I stumbled upon following statement on some webpage (don’t have link):

There exist infinitely many integers such that divides .

I tried proving it, though not able to prove it but here are my insights:

- Proof by contradiction (the way we show infinite primes) doesn’t work here.
- I need to prove that for infinitely many values of , so I should try to express in product form (since numerator is already in product form). After writing denominator in product form, find a condition satisfied by infinitely many values of , which generates infinitely many natural numbers as outcomes of .

First idea that came to my mind, for factoring the denominator was in terms Gaussian Integers (numbers of form where are integers and ), but I am not able to proceed in this direction further.

Second idea to generate factors of denominator was to analyze Diophantine equation (i.e. *we are concerned with only integer solutions of given equation)*, of form:

Here is a theorem from Diophantine equation, which can help me generate factors:

Lemma:Let be a prime. The diophantine equation:is solvable if and only ifor

*Proof:**If the considered equation has a solution , then . Hence either or .*

*For , is a solution.*

*We show that there is a solution for each prime . Let us study the existence of an integral solution to the wee known diophantine equation: . *

*Observe that is odd [otherwise, , but no square leaves a remainder 3 when divided by 4]. Thus in the relation:*

*factors and have greatest common divisor 2, and consequently one of them is a doubled square (to be denoted by ) and the other one times a square (to be denoted by ).*

*The case and is impossible because it leads to a smaller solution of diophantine equation: . [method of infinite descent]*

*It follows that , and , therefore *

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Now we return back to main statement.

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Let , where and is a prime of form or .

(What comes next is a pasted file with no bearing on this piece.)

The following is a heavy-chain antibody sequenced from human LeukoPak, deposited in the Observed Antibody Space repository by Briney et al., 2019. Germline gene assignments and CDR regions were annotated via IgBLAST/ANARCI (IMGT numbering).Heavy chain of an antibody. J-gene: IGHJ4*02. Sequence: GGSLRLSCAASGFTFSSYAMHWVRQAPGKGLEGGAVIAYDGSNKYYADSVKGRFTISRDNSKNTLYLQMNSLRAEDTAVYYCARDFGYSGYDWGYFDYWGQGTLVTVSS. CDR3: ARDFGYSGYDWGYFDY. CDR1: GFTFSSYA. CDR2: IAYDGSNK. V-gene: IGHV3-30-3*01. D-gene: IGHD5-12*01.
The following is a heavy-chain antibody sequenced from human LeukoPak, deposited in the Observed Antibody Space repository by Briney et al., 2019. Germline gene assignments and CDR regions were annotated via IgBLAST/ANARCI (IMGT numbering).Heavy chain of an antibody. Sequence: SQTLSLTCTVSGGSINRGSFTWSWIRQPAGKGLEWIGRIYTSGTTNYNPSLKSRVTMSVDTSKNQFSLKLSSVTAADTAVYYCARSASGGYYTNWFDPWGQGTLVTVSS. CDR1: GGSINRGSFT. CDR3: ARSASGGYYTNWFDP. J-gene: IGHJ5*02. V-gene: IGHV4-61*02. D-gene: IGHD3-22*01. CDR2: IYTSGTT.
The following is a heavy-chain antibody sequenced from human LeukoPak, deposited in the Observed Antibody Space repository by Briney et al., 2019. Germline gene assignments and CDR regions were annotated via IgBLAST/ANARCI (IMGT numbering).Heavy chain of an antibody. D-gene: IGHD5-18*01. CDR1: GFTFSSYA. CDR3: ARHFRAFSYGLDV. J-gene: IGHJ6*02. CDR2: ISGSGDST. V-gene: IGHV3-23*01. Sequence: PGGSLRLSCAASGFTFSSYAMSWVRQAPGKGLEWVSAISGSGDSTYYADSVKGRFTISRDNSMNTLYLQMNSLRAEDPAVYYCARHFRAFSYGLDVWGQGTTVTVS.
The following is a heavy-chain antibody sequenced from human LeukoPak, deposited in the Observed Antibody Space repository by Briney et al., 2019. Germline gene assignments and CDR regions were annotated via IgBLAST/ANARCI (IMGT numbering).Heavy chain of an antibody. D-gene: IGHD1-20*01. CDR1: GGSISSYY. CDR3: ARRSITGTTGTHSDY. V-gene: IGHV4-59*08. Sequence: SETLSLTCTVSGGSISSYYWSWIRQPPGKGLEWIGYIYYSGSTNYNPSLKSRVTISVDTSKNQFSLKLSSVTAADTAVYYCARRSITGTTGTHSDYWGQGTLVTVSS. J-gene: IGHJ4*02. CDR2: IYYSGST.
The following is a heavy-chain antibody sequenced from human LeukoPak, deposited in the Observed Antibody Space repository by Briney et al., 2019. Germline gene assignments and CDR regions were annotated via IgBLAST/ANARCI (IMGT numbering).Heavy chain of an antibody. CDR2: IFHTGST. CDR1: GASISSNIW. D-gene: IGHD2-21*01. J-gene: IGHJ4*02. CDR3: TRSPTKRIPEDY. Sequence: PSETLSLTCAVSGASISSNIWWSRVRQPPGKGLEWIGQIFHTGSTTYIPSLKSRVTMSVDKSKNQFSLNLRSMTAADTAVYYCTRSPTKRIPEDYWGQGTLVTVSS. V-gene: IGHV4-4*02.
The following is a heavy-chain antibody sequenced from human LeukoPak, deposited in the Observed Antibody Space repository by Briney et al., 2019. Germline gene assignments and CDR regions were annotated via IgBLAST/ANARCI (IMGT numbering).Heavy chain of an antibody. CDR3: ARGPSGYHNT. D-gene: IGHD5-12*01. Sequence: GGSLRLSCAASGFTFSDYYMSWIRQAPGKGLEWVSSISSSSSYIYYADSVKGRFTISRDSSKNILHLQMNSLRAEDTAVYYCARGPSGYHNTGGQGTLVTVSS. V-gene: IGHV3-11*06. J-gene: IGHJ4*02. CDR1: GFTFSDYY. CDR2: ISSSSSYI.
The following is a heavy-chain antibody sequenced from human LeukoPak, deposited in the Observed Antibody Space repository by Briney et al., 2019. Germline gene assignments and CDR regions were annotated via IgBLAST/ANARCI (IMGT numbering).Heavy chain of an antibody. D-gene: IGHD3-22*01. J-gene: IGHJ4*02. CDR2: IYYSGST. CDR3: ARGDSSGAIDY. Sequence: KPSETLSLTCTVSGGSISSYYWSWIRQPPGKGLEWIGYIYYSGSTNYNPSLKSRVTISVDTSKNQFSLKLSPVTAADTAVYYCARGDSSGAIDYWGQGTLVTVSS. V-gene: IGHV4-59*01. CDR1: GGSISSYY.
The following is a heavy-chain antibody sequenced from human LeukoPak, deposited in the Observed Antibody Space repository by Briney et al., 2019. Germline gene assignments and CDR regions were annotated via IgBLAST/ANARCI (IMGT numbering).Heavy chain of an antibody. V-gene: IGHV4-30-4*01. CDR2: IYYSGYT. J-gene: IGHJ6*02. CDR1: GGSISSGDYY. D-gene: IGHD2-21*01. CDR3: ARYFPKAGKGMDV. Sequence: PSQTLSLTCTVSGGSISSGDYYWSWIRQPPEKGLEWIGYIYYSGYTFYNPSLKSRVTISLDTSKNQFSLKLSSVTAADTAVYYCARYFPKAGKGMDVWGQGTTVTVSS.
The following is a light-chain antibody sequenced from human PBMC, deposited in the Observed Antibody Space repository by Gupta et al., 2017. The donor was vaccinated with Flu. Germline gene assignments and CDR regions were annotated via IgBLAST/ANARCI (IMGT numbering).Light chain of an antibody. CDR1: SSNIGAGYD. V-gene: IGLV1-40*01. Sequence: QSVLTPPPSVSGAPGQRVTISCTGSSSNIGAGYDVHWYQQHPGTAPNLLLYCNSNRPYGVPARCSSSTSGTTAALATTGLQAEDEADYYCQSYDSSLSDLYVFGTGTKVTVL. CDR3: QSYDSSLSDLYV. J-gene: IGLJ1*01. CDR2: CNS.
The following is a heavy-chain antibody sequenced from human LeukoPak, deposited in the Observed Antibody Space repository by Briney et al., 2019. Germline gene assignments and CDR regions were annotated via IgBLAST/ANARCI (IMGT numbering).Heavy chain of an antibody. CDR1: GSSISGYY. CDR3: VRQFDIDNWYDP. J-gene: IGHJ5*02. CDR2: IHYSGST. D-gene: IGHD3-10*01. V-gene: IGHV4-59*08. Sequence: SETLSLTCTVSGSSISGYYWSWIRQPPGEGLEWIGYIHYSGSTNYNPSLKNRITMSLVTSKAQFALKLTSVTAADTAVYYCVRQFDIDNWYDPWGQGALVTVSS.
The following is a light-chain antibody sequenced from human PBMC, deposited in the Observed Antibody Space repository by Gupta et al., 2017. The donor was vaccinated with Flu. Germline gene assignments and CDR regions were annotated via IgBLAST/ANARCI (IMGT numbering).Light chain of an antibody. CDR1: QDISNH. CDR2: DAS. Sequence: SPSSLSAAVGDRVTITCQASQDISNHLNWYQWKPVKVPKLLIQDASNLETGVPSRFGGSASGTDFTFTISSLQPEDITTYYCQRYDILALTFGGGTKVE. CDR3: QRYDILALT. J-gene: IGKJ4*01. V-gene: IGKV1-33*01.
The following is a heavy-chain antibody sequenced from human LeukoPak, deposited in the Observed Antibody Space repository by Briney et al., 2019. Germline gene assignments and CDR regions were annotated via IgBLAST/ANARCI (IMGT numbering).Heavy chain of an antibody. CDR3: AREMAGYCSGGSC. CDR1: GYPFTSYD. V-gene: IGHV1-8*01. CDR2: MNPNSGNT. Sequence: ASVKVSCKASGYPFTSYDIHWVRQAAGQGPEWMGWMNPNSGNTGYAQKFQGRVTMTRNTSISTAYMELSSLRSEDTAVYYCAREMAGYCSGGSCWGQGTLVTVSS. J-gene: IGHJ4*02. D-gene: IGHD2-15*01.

Now let us consider another result:

Lemma:There are infinitely number of primes of the form .

**Proof : ***Suppose is an integer. Let be the smallest prime divisor of . *

*We define .*

*Since is odd, cannot be equal to . It is clear that is bigger than (otherwise ). *

*We know that has the form or . Since we have:*

*.*

*Using Fermat’s little Theorem we get . *

*If was of the form then is odd and therefore we obtain or which is a contradiction since is odd.*

*Hence, is of the form , now we can repeat the procedure replacing with and produce an infinite sequence of primes of the form .*

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From above lemma, we can say that, for infinitely many values of

I have expressed denominator in product form, what remains to prove is that the expression simplifies to give a natural number as answer.

**Now this appears to me as a dead end. **

**If you discover/know the proof of starting statement please give its outline in comments. **

**But, the motive of this post is to show the beautiful flowers I observed while searching for a path which leads to given statement.**

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